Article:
Aquatennial's party off the block
Somewhere between 75,000 to 100,000 people jammed into downtown Minneapolis for the Aquatennial Block Party in 1998, when a height-of-fame Smashing Pumpkins played what would go down as the biggest concert in Twin Cities history. Flash forward 14 years, and nobody will attend the party this year. Like the Pumpkins themselves, the Aquatennial's annual free kick-off bash slid in stature in recent years, with the Gin Blossoms and Night Ranger among its headliners. Hardly anybody seemed to notice that organizers pulled the plug on the party this year (it would have been Friday). Aquatennial director Leah Wong said the decision was based on changed priorities, not on attendance. "The block party was started as a way to bring live music into downtown Minneapolis, and now there's no shortage of that," she said. Time invested in block party planning is being spent on new events, such as the Stand-Up Paddle Day at Lake Calhoun and the Global Smoothie Smackdown at Midtown Global Market. But where are Twin Cities fans going to see their favorite has-been rock acts outdoors this summer now that Taste of Minnesota is also gone? Oh, wait. Thank you, Bayfront Smackdown (Aug. 4 in Duluth with Sugar Ray, Everclear and, lo and behold, the Gin Blossoms).
CHRIS RIEMENSCHNEIDERWhat goes around...
This is a sign that a theater has staying power. Julie Nelson (not the TV anchor) was in a production during SteppingStone Theatre's first season -- more than 20 years ago. Now her son, Malachi, is performing in the St. Paul theater's staging of "Pinocchio." (The show runs through July 29 in SteppingStone's comfortable home near Victoria Street and Summit Avenue.) Julie Nelson was cast in "Alice, a Rock-n-Roll Musical Fantasy." "It was before my time," artistic director Richard Hitchler told I.W. As for Malachi, "whether he continues to be involved in theater throughout this life or not, I know these experiences build his confidence," said his mother.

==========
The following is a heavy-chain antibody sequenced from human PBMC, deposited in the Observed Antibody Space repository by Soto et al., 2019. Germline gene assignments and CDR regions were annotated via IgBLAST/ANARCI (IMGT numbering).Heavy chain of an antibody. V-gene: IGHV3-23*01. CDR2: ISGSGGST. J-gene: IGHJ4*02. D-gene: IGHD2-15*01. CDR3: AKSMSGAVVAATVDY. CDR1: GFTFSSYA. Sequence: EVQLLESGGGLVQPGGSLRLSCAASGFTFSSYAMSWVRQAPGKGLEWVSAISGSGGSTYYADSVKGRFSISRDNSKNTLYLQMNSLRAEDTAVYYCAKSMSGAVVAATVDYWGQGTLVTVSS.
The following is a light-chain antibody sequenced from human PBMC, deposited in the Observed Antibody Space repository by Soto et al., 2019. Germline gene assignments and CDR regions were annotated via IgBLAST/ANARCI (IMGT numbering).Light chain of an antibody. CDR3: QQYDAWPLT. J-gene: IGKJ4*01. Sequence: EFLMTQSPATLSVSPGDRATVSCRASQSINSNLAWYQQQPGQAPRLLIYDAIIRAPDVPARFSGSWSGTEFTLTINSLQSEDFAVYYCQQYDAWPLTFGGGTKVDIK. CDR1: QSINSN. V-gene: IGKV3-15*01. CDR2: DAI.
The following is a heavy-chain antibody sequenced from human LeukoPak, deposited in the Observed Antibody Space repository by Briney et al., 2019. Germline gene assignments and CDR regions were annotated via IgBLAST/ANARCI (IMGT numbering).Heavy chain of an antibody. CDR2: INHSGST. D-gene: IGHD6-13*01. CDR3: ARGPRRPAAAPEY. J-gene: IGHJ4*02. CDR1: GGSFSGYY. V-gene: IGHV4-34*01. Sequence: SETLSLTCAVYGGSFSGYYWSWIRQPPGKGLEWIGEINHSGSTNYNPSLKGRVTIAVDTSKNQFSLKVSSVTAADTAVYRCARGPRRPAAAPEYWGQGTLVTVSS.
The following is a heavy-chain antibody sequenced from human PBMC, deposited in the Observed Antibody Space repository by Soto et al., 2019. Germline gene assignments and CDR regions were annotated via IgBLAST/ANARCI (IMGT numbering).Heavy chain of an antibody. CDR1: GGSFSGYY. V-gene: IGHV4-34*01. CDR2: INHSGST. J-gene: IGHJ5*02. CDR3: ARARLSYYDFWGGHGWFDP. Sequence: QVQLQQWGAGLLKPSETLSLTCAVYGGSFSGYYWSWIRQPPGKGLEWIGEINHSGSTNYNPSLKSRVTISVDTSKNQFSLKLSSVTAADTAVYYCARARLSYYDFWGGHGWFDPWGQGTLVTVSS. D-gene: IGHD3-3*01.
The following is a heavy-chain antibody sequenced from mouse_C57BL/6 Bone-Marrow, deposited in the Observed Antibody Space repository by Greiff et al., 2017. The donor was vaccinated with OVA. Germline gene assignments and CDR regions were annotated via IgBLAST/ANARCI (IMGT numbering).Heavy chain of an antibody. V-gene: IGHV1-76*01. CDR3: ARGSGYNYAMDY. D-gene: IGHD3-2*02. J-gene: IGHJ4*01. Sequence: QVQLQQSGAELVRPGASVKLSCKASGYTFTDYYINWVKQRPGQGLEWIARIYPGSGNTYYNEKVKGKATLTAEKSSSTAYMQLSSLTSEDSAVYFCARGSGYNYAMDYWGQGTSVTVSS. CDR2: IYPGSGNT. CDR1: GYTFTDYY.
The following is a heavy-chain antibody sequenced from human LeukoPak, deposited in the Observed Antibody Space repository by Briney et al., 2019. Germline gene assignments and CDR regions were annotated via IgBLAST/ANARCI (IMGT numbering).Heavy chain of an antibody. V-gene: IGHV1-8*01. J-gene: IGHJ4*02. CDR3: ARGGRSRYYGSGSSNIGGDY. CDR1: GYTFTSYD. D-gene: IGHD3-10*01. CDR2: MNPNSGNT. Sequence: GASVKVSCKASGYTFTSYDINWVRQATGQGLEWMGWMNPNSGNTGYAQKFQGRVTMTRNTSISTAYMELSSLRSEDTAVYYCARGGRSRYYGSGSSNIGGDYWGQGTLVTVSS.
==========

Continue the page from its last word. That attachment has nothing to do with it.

GRAYDON ROYCEParty like a rock star
Rock stars' kids say the darndest things. When Kid Rock and Sheryl Crow toured together last summer, Rock's guitarist Shannon Curfman, of Andover, occasionally brought her young daughter on the road. Lucy Curfman got to know Crow and her two young sons. In fact, Lucy became pretty attached to Crow. So in February when Lucy, now 4, heard on the car radio that it was Crow's 50th birthday, she started bawling. Mom: "What's the matter?" Lucy, through tears: "I didn't get an invitation to Sheryl's birthday party."
JON BREAMFrom Mpls. to St. Paul
Usually the migration is in the other direction, but this time Minneapolis folks are going to have to cross the river and head east. Rain Taxi's Twin Cities Book Fair -- that wonderful one-day gathering of writers, readers, publishers, lurkers and groupies (OK, maybe not all that many groupies) -- is moving from its long-time home at Minneapolis Community and Technical College to the State Fairgrounds. Best news: tons of free parking. The book fair will take over the Historic Progress Center Building on Oct. 13, with readings, workshops, games for kids, displays and discussions. No word yet on which writers they're bringing in, but there are always some huge names in the mix. Keep up to date at www.raintaxi.com/bookfest. One possible drawback: The Historic Progress Center Building has no heat. If it's a chilly, rainy October day, you might want to bring warm clothes. (Or buy Peg Meier's book of the same name.)
LAURIE HERTZELBust a habit
Kudos to Jeff Dubay for chatting candidly about his drug addiction Wednesday on WCCO Radio's "The Chad Hartman Show." It was the first time the former KFAN personality has talked about his crack-cocaine induced freefall that led to a 2008 arrest for possession and the loss of his job at the sports radio station. Dubay said he started experimenting with crack during a difficult divorce, when he was at the lowest, saddest period of his life. "It romances you initially and then it terrifies you," he told Hartman. "The only way to get out is to take another hit. It's a God-awful cycle you can't get out of." Dubay was critical of practices at some treatment centers (he went to three) and said he finally kicked his habit by locking himself in his bedroom. He also gave a shout out to his new friend, former Viking George "Buster" Rhymes, the inspiration now to both Dubay's recovery and a certain rapper's stage name. Dubay said he's interested in returning to radio, but said right now his commitment is to telling his story and trying to scare others out of going down the same road he did.
NEAL JUSTIN30 million views later
Yes, cute cat, you can has cheezburger and a film festival, too. Buried in Walker Art Center's summer events calendar is Aug. 30's Internet Cat Film Festival. But after a flurry of online buzz Tuesday, the fest is looking like the next Sundance (for cat lovers, at least). That's right: just like a cute kitty video, news of the festival has gone viral. The L.A. Times and Mashable are excited. Across the Atlantic, the BBC and Daily Mail have posted stories. The Walker is asking people to nominate their favorite cat videos, presumably culled from personal collections or YouTube. The chosen few, curated by Katie Czarniecki Hill (the Walker's self-described "cat-lady-in-residence") will play on an outdoor screen as part of the art center's Open Field program. Most great film festivals will fly in the filmmakers. But I.W. is hoping for some celebrity cats. On our wish list: 1) "Treadmill Kittens" 2) "Noisy Drinking Cat" and 3) "The OMG WTF Cat."